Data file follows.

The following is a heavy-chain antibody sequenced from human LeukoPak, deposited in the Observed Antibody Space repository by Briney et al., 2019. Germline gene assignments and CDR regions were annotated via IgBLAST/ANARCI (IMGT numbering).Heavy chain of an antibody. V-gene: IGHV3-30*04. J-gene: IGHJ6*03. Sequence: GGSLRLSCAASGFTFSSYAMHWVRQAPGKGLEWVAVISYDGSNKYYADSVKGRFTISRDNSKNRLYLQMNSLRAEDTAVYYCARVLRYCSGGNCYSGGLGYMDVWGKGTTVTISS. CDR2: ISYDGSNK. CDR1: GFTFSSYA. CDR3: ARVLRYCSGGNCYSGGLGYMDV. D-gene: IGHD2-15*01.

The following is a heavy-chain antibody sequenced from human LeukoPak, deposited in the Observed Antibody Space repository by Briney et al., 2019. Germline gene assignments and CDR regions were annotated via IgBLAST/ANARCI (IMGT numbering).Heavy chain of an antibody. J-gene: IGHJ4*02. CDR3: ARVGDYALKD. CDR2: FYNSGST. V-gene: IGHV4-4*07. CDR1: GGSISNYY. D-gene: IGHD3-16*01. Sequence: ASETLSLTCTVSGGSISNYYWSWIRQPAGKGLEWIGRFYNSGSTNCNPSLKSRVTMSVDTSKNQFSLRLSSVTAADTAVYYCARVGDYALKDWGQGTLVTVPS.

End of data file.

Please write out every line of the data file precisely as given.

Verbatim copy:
The following is a heavy-chain antibody sequenced from human LeukoPak, deposited in the Observed Antibody Space repository by Briney et al., 2019. Germline gene assignments and CDR regions were annotated via IgBLAST/ANARCI (IMGT numbering).Heavy chain of an antibody. V-gene: IGHV3-30*04. J-gene: IGHJ6*03. Sequence: GGSLRLSCAASGFTFSSYAMHWVRQAPGKGLEWVAVISYDGSNKYYADSVKGRFTISRDNSKNRLYLQMNSLRAEDTAVYYCARVLRYCSGGNCYSGGLGYMDVWGKGTTVTISS. CDR2: ISYDGSNK. CDR1: GFTFSSYA. CDR3: ARVLRYCSGGNCYSGGLGYMDV. D-gene: IGHD2-15*01.

The following is a heavy-chain antibody sequenced from human LeukoPak, deposited in the Observed Antibody Space repository by Briney et al., 2019. Germline gene assignments and CDR regions were annotated via IgBLAST/ANARCI (IMGT numbering).Heavy chain of an antibody. J-gene: IGHJ4*02. CDR3: ARVGDYALKD. CDR2: FYNSGST. V-gene: IGHV4-4*07. CDR1: GGSISNYY. D-gene: IGHD3-16*01. Sequence: ASETLSLTCTVSGGSISNYYWSWIRQPAGKGLEWIGRFYNSGSTNCNPSLKSRVTMSVDTSKNQFSLRLSSVTAADTAVYYCARVGDYALKDWGQGTLVTVPS.